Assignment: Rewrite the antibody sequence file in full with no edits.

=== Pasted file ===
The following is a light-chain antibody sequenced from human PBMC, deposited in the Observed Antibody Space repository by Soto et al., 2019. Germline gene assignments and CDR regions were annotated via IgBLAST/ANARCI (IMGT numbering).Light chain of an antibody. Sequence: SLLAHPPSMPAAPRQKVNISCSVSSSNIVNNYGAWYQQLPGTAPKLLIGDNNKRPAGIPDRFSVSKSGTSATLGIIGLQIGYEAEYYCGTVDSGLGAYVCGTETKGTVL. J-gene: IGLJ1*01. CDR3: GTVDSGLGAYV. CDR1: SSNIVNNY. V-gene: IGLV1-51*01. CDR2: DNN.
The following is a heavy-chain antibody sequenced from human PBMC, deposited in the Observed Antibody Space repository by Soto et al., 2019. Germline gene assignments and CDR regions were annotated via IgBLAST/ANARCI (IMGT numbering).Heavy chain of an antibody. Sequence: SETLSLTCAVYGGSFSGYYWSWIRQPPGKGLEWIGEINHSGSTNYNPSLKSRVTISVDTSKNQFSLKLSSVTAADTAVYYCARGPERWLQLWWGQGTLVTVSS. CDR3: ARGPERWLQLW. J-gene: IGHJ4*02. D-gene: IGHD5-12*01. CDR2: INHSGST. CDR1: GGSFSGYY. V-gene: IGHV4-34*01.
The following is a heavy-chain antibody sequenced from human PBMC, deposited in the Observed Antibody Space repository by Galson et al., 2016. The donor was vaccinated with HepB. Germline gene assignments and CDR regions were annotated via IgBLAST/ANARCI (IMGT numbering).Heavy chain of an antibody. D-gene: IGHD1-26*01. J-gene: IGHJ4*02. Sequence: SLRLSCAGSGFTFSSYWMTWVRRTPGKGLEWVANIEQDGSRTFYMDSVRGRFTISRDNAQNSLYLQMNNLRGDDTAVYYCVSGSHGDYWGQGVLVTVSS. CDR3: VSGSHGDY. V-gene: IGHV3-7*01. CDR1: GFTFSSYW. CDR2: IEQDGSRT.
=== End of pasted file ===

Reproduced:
The following is a light-chain antibody sequenced from human PBMC, deposited in the Observed Antibody Space repository by Soto et al., 2019. Germline gene assignments and CDR regions were annotated via IgBLAST/ANARCI (IMGT numbering).Light chain of an antibody. Sequence: SLLAHPPSMPAAPRQKVNISCSVSSSNIVNNYGAWYQQLPGTAPKLLIGDNNKRPAGIPDRFSVSKSGTSATLGIIGLQIGYEAEYYCGTVDSGLGAYVCGTETKGTVL. J-gene: IGLJ1*01. CDR3: GTVDSGLGAYV. CDR1: SSNIVNNY. V-gene: IGLV1-51*01. CDR2: DNN.
The following is a heavy-chain antibody sequenced from human PBMC, deposited in the Observed Antibody Space repository by Soto et al., 2019. Germline gene assignments and CDR regions were annotated via IgBLAST/ANARCI (IMGT numbering).Heavy chain of an antibody. Sequence: SETLSLTCAVYGGSFSGYYWSWIRQPPGKGLEWIGEINHSGSTNYNPSLKSRVTISVDTSKNQFSLKLSSVTAADTAVYYCARGPERWLQLWWGQGTLVTVSS. CDR3: ARGPERWLQLW. J-gene: IGHJ4*02. D-gene: IGHD5-12*01. CDR2: INHSGST. CDR1: GGSFSGYY. V-gene: IGHV4-34*01.
The following is a heavy-chain antibody sequenced from human PBMC, deposited in the Observed Antibody Space repository by Galson et al., 2016. The donor was vaccinated with HepB. Germline gene assignments and CDR regions were annotated via IgBLAST/ANARCI (IMGT numbering).Heavy chain of an antibody. D-gene: IGHD1-26*01. J-gene: IGHJ4*02. Sequence: SLRLSCAGSGFTFSSYWMTWVRRTPGKGLEWVANIEQDGSRTFYMDSVRGRFTISRDNAQNSLYLQMNNLRGDDTAVYYCVSGSHGDYWGQGVLVTVSS. CDR3: VSGSHGDY. V-gene: IGHV3-7*01. CDR1: GFTFSSYW. CDR2: IEQDGSRT.